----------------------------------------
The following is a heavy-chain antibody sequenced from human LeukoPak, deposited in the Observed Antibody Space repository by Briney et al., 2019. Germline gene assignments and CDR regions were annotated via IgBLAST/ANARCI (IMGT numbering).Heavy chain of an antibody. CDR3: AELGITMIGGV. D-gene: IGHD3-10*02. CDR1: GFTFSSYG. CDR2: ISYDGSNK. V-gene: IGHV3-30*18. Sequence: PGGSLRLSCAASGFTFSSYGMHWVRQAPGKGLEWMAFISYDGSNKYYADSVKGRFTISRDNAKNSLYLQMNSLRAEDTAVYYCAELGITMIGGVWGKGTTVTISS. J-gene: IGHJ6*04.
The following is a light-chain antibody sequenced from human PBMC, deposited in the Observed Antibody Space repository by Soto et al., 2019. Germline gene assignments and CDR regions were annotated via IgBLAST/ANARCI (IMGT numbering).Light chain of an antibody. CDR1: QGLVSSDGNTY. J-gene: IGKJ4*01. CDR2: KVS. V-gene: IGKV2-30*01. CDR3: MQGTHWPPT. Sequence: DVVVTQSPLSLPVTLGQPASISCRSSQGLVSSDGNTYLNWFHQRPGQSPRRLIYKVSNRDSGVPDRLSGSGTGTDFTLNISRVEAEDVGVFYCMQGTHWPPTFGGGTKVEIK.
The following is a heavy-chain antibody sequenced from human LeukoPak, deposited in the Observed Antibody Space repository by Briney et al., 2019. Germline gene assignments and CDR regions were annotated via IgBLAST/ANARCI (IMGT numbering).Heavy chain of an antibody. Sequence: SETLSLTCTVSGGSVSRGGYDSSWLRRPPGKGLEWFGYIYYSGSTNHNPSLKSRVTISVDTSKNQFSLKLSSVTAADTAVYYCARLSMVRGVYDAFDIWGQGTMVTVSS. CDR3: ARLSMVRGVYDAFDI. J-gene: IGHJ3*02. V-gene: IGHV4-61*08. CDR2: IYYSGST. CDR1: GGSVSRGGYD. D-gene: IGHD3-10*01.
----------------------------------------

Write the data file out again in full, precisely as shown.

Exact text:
The following is a heavy-chain antibody sequenced from human LeukoPak, deposited in the Observed Antibody Space repository by Briney et al., 2019. Germline gene assignments and CDR regions were annotated via IgBLAST/ANARCI (IMGT numbering).Heavy chain of an antibody. CDR3: AELGITMIGGV. D-gene: IGHD3-10*02. CDR1: GFTFSSYG. CDR2: ISYDGSNK. V-gene: IGHV3-30*18. Sequence: PGGSLRLSCAASGFTFSSYGMHWVRQAPGKGLEWMAFISYDGSNKYYADSVKGRFTISRDNAKNSLYLQMNSLRAEDTAVYYCAELGITMIGGVWGKGTTVTISS. J-gene: IGHJ6*04.
The following is a light-chain antibody sequenced from human PBMC, deposited in the Observed Antibody Space repository by Soto et al., 2019. Germline gene assignments and CDR regions were annotated via IgBLAST/ANARCI (IMGT numbering).Light chain of an antibody. CDR1: QGLVSSDGNTY. J-gene: IGKJ4*01. CDR2: KVS. V-gene: IGKV2-30*01. CDR3: MQGTHWPPT. Sequence: DVVVTQSPLSLPVTLGQPASISCRSSQGLVSSDGNTYLNWFHQRPGQSPRRLIYKVSNRDSGVPDRLSGSGTGTDFTLNISRVEAEDVGVFYCMQGTHWPPTFGGGTKVEIK.
The following is a heavy-chain antibody sequenced from human LeukoPak, deposited in the Observed Antibody Space repository by Briney et al., 2019. Germline gene assignments and CDR regions were annotated via IgBLAST/ANARCI (IMGT numbering).Heavy chain of an antibody. Sequence: SETLSLTCTVSGGSVSRGGYDSSWLRRPPGKGLEWFGYIYYSGSTNHNPSLKSRVTISVDTSKNQFSLKLSSVTAADTAVYYCARLSMVRGVYDAFDIWGQGTMVTVSS. CDR3: ARLSMVRGVYDAFDI. J-gene: IGHJ3*02. V-gene: IGHV4-61*08. CDR2: IYYSGST. CDR1: GGSVSRGGYD. D-gene: IGHD3-10*01.